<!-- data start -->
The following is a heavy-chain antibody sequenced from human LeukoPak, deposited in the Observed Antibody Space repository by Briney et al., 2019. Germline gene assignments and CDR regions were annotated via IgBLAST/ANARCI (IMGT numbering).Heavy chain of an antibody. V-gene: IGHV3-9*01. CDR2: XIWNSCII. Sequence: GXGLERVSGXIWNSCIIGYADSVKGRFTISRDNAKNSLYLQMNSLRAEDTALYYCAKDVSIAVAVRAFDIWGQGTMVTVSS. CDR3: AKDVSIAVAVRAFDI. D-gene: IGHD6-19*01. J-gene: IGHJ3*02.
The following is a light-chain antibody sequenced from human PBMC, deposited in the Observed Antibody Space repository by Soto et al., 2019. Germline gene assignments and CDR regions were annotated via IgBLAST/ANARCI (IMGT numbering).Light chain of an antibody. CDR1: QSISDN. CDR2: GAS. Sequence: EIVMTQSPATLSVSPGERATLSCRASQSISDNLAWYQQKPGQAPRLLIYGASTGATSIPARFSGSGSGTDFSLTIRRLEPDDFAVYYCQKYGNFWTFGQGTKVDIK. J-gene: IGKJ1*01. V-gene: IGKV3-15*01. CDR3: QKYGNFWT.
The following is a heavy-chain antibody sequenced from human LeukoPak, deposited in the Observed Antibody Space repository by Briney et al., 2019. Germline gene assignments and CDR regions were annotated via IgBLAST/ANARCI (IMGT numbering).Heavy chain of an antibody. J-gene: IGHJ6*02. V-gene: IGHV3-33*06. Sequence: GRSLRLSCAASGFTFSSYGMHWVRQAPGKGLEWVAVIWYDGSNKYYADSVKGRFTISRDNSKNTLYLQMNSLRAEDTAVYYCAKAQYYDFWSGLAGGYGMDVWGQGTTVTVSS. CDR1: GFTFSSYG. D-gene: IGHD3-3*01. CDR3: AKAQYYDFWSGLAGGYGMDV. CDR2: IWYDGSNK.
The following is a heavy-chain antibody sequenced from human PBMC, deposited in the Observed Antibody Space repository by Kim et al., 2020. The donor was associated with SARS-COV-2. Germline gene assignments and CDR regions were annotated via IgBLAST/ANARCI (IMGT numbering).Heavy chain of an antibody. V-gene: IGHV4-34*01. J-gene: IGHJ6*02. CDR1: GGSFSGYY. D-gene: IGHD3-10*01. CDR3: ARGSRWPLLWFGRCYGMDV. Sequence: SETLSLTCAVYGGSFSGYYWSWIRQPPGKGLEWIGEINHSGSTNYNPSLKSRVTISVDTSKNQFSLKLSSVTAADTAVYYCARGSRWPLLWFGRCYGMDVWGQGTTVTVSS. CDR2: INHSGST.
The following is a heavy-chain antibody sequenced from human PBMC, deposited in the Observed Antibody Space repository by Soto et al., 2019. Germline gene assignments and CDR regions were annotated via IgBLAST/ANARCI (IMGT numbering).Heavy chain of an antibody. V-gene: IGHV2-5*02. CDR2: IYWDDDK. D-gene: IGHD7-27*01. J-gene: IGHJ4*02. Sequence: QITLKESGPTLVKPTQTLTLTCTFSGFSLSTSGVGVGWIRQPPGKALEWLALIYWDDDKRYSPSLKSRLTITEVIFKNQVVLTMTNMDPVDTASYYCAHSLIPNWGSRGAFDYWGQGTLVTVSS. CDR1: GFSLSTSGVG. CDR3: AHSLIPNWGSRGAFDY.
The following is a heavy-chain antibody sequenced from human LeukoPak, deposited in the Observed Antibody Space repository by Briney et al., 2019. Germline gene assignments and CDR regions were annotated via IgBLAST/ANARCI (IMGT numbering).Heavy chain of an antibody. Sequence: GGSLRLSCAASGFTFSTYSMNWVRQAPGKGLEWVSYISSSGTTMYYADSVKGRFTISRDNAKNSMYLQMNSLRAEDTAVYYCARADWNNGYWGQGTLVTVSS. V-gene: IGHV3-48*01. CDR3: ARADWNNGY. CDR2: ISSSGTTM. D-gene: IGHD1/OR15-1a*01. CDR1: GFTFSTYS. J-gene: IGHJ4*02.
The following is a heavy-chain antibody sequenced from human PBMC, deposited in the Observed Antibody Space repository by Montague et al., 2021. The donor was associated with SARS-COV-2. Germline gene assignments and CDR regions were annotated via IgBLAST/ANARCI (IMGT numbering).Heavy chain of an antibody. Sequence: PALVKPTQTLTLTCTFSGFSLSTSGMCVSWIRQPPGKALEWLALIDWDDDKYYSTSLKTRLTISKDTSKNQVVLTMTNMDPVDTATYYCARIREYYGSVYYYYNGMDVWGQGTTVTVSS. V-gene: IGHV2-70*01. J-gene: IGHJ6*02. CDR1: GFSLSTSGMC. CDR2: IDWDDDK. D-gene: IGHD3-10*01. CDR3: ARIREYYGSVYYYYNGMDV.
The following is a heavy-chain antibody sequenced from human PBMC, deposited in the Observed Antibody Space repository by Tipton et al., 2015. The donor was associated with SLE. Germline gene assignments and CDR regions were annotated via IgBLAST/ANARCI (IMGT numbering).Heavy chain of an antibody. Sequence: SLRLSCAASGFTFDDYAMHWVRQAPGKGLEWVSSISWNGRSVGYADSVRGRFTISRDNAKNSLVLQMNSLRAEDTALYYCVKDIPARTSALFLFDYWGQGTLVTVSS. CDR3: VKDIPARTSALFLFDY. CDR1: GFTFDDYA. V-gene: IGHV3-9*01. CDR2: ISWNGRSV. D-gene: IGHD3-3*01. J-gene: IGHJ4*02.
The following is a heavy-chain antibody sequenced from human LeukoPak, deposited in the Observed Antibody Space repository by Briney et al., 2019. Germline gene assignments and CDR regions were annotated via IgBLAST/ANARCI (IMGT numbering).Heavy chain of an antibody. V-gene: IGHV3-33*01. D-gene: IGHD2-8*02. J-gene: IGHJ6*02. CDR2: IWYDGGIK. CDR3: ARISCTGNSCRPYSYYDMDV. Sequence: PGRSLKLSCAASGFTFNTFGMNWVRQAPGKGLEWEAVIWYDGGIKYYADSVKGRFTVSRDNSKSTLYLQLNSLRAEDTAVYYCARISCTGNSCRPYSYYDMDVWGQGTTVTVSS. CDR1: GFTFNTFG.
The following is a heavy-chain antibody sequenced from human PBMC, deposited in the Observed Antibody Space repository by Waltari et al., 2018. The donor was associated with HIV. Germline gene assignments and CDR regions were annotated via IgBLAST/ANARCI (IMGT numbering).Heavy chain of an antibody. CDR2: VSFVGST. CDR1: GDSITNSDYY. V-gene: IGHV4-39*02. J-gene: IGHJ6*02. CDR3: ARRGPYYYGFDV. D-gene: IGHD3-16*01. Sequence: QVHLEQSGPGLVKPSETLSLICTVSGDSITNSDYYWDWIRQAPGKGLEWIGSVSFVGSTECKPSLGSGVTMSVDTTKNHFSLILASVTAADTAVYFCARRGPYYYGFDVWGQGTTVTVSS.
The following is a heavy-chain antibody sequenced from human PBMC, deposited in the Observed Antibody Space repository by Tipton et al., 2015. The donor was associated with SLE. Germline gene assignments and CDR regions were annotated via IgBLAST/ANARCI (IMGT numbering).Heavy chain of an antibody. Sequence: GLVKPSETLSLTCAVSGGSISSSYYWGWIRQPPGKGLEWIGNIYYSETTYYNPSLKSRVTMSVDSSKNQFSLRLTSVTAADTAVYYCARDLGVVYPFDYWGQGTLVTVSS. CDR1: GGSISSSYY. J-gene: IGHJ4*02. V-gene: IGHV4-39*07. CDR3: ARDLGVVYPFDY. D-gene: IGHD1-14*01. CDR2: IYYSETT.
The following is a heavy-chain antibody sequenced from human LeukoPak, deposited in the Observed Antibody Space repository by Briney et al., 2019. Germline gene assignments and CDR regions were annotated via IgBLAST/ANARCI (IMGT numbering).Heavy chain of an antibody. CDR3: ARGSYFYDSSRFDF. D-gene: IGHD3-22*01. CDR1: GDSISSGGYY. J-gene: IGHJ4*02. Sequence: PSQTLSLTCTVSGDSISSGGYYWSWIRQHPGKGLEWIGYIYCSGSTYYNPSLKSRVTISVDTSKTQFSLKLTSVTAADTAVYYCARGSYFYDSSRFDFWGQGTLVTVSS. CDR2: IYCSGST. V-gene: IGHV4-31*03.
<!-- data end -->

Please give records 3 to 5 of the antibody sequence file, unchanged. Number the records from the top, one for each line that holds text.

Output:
The following is a heavy-chain antibody sequenced from human LeukoPak, deposited in the Observed Antibody Space repository by Briney et al., 2019. Germline gene assignments and CDR regions were annotated via IgBLAST/ANARCI (IMGT numbering).Heavy chain of an antibody. J-gene: IGHJ6*02. V-gene: IGHV3-33*06. Sequence: GRSLRLSCAASGFTFSSYGMHWVRQAPGKGLEWVAVIWYDGSNKYYADSVKGRFTISRDNSKNTLYLQMNSLRAEDTAVYYCAKAQYYDFWSGLAGGYGMDVWGQGTTVTVSS. CDR1: GFTFSSYG. D-gene: IGHD3-3*01. CDR3: AKAQYYDFWSGLAGGYGMDV. CDR2: IWYDGSNK.
The following is a heavy-chain antibody sequenced from human PBMC, deposited in the Observed Antibody Space repository by Kim et al., 2020. The donor was associated with SARS-COV-2. Germline gene assignments and CDR regions were annotated via IgBLAST/ANARCI (IMGT numbering).Heavy chain of an antibody. V-gene: IGHV4-34*01. J-gene: IGHJ6*02. CDR1: GGSFSGYY. D-gene: IGHD3-10*01. CDR3: ARGSRWPLLWFGRCYGMDV. Sequence: SETLSLTCAVYGGSFSGYYWSWIRQPPGKGLEWIGEINHSGSTNYNPSLKSRVTISVDTSKNQFSLKLSSVTAADTAVYYCARGSRWPLLWFGRCYGMDVWGQGTTVTVSS. CDR2: INHSGST.
The following is a heavy-chain antibody sequenced from human PBMC, deposited in the Observed Antibody Space repository by Soto et al., 2019. Germline gene assignments and CDR regions were annotated via IgBLAST/ANARCI (IMGT numbering).Heavy chain of an antibody. V-gene: IGHV2-5*02. CDR2: IYWDDDK. D-gene: IGHD7-27*01. J-gene: IGHJ4*02. Sequence: QITLKESGPTLVKPTQTLTLTCTFSGFSLSTSGVGVGWIRQPPGKALEWLALIYWDDDKRYSPSLKSRLTITEVIFKNQVVLTMTNMDPVDTASYYCAHSLIPNWGSRGAFDYWGQGTLVTVSS. CDR1: GFSLSTSGVG. CDR3: AHSLIPNWGSRGAFDY.